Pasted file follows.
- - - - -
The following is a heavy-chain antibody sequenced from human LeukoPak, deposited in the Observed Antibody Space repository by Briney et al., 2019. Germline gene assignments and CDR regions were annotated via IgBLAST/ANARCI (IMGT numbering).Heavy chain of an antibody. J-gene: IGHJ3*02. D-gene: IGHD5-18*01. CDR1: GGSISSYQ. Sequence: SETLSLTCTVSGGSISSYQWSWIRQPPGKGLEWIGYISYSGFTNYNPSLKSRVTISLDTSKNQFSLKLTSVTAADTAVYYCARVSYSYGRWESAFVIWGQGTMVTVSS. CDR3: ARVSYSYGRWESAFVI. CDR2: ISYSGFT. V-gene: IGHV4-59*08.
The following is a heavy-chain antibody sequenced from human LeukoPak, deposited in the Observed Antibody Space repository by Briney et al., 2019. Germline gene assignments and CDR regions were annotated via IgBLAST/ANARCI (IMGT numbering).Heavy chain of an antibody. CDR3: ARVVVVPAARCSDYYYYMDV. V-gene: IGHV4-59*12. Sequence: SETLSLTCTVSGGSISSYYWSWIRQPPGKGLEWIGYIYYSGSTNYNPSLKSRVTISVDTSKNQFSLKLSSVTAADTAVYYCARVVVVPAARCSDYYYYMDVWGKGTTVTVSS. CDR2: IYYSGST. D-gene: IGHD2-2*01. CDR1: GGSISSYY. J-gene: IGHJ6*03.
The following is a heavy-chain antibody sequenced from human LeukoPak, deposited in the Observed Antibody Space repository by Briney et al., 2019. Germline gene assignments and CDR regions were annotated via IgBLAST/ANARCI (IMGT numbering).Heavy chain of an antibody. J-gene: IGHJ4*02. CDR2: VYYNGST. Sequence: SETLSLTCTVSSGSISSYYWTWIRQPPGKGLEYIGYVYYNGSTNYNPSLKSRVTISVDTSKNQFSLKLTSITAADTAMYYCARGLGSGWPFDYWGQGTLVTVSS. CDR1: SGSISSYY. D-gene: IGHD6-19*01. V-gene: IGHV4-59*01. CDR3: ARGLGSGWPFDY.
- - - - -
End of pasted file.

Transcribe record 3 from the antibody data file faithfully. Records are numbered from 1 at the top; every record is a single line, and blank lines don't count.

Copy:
The following is a heavy-chain antibody sequenced from human LeukoPak, deposited in the Observed Antibody Space repository by Briney et al., 2019. Germline gene assignments and CDR regions were annotated via IgBLAST/ANARCI (IMGT numbering).Heavy chain of an antibody. J-gene: IGHJ4*02. CDR2: VYYNGST. Sequence: SETLSLTCTVSSGSISSYYWTWIRQPPGKGLEYIGYVYYNGSTNYNPSLKSRVTISVDTSKNQFSLKLTSITAADTAMYYCARGLGSGWPFDYWGQGTLVTVSS. CDR1: SGSISSYY. D-gene: IGHD6-19*01. V-gene: IGHV4-59*01. CDR3: ARGLGSGWPFDY.